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Equip our soldiers

Why aren't our soldiers getting the best equipment?

I was talking with Patti DeCorte the other day when, suddenly, I saw Iraq in a whole new light: This may be the first war America ever jumped into while asking the people doing the fighting to bring their own equipment if they wanted to come home alive.

“My husband bought his own Kevlar vest and took it with him to Iraq because his unit didn’t have them,” DeCorte told me. “He’d had the vest since he served in Bosnia a year and half ago. We paid for it.”

Her husband, Rodney DeCorte, is an Army sergeant. He’s a reservist, called to active duty when the war firm of Rumsfeld, Wolfowitz & Bush got a case of the hots over the prospect of quickly crushing the Iraqis and turning that country into a democracy with a Starbucks on every corner and a chapter of Common Cause in downtown Tikrit.

Look, Saddam Hussein is a murderous thug and it’s great that he’s been driven from office and captured. And there are probably a lot more success stories there than we know or read about in the papers.

But the idea that American soldiers are asked to patrol and pacify a nation filled with armed zealots willing to die for their beliefs, their country or even their hatred of us without getting the very best equipment we can offer is, in a word, nuts. Unfortunately, that happens to be the case.

“Not only have we not learned our lesson,” Rep. Ellen Tauscher told me the other day, “but we have a bunch of people in the Pentagon who don’t want to learn the lesson.”

Tauscher is a Democrat and on the House Armed Services Committee. She is from the Bay area in California. She was in Iraq three months ago. She has listened to constituents who are crazy with worry that their son or daughter is being exposed to even more harm in a war zone because clerks in the Pentagon are too busy fighting their petty turf battles to get enough items like Interceptor vests and armored Humvees to units engaged daily in battle.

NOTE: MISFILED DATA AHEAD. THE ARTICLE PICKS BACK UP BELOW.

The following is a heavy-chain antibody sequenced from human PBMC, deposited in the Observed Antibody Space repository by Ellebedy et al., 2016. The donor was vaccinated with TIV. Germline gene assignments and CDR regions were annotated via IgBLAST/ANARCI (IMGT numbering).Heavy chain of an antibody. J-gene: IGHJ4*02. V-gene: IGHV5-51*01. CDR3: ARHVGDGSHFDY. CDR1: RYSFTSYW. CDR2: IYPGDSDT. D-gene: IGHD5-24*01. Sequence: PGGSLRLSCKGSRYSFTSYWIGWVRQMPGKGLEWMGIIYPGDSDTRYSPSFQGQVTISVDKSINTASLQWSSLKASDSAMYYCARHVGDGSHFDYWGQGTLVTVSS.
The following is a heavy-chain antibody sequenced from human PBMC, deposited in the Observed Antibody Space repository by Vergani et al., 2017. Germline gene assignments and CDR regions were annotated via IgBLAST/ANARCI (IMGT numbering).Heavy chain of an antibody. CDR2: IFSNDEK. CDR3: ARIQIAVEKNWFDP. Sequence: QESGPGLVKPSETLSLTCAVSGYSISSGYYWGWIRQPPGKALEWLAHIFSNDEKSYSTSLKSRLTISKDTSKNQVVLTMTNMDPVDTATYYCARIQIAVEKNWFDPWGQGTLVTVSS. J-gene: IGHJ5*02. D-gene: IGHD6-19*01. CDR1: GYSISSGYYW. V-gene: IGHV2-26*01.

“Too many of the Humvees have plastic flaps instead of armored doors,” Tauscher said. “We’ve passed two emergency appropriations for this war - one in April, the second in October - giving the President $166billion. We appropriated $900 million to find weapons of mass destruction but when we tried to take $300 million out of that $900 million and earmark it specifically for equipment for the National Guard and reservists in Iraq, the Republicans voted it down.”

Maybe those Republicans who are so gung-ho for this war ought to sit down with Brian Hart. His son John was a paratrooper with the 173rd Infantry Brigade and he was killed in October when his Humvee was ambushed by Iraqis. The vehicle was nearly two decades old. Young Hart was 20 when he died. His family’s automobile offers more protection from harm than did the vehicle private first-class Hart took to war.

“The Democrats want to politicize this,” Brian Hart has said. “The Bush administration wants to pretend we’re not in a guerrilla war and the Pentagon simply screwed up in their planning and doesn’t seem to want to address the matter. I just want the armored Humvees produced and distributed in quantity as quickly as possible.

“As far as I’m concerned,” Hart added, “the party politics stopped at the gates of Arlington when we buried John on 4 November.”

The war goes on every day. And we are spending more to rebuild Iraqi police stations, firehouses, water systems and power grids than we are on making sure our own soldiers have the best equipment possible.

“The Pentagon says it’s a procurement problem,” Tauscher said. “Hey, if that’s all it is, then why don’t we just get someone from to do it? At least they’re good at that stuff."